M A I N   N E W S

Obama to Pak: Stop using insurgents as strategic tool
Ashish Kumar Sen writes from Washington

US President Barack Obama has issued a stern warning to Pakistan that it “cannot continue” to use insurgent groups to pursue policy objectives in its neighbourhood.

The warning comes in a two-page letter from Obama, which National Security Adviser James L. Jones delivered to Pakistani President Asif Ali Zardari during a meeting in November. In the letter, Obama specifically names five extremist groups: Al-Qaida, the Afghan Taliban, the Haqqani Network, Lashkar-e-Toiba, and the Pakistani Taliban organisation known as Tehrik-e-Taliban. “Using vague diplomatic language, he said that ambiguity in Pakistan's relationship with any of them could no longer be ignored,” the Washington Post reported. Obama sought closer collaboration with Pakistan against these groups. India will take heart from the naming of LeT, which it believes was responsible for the attacks in Mumbai over a year ago.

Jones, a retired Marine Corps general, was reportedly more blunt in his conversations with top Pakistani government and military leaders. If Pakistan cannot deliver, he warned, the US may be impelled to use any means at its disposal to rout insurgents based along Pakistan’s western and southern borders with Afghanistan, the Post reported. “It's going to be a game of cat-and-mouse with them for a while,” an official told the paper.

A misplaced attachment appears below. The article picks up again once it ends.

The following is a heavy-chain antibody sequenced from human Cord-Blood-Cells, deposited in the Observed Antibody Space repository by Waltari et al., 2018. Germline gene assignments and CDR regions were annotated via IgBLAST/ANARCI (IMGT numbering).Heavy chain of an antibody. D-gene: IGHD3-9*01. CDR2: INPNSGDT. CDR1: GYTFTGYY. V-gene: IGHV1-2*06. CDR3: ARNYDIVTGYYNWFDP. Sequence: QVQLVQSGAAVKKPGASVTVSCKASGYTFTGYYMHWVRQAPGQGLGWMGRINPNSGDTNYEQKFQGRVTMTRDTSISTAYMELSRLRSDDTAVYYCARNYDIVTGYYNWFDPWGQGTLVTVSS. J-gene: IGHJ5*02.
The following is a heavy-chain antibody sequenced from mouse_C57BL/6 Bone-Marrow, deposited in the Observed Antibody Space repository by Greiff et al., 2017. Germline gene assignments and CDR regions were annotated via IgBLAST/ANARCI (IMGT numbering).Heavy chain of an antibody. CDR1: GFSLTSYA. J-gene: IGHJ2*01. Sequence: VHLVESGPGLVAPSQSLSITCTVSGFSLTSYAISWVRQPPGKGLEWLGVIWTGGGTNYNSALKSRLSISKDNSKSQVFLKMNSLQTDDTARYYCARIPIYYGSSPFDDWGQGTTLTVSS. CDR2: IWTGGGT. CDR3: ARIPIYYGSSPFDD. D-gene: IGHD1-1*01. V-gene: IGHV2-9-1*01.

The paper said the letter from Obama also included an effort to help reduce tensions between Pakistan and India. Mindful of India's aversion for third-party mediation, Obama last week said it was “not the place of the United States to try to, from the outside, resolve all those conflicts.” The President was speaking at a joint press conference with Prime Minister Manmohan Singh.

The US is eager to reduce tensions between India and Pakistan in an effort to get the Pakistani army to focus its attention along the Afghan border. US officials believe Pakistan needs to do more. Assistant Secretary of State for South and Central Asian Affairs Robert Blake said,“I think there’s still room for further progress on that, obviously. There are still some in Pakistan who believe that India is their primary threat and not the extreme militant organisations that we spoke of.”

Obama is expected to unveil his Afghan strategy tonight at the US Military Academy at West Point, New York. While his remarks are expected to focus primarily on US commitments to Afghanistan, administration officials acknowledge that Pakistan holds the key to success. Even as Obama weighed a decision to send more US troops to Afghanistan, officials in Islamabad warned that an increased troop presence would push militants over the border into Pakistan.

British Prime Minister Gordon Brown, facing heat at home over the mounting British death toll in Afghanistan, also stepped up pressure on Pakistan over the weekend. In an interview with Sky News, Brown said, “Al-Qaida has a base in Pakistan... That base is still there-they are able to recruit from abroad. The Pakistan authorities must convince us that they are taking all the action that is necessary to deal with that threat.”



HOME PAGE | Punjab | Haryana | Jammu & Kashmir | Himachal Pradesh | Regional Briefs | Nation | Opinions |
| Business | Sports | World | Letters | Chandigarh | Ludhiana | Delhi |
| Calendar | Weather | Archive | Subscribe | Suggestion | E-mail |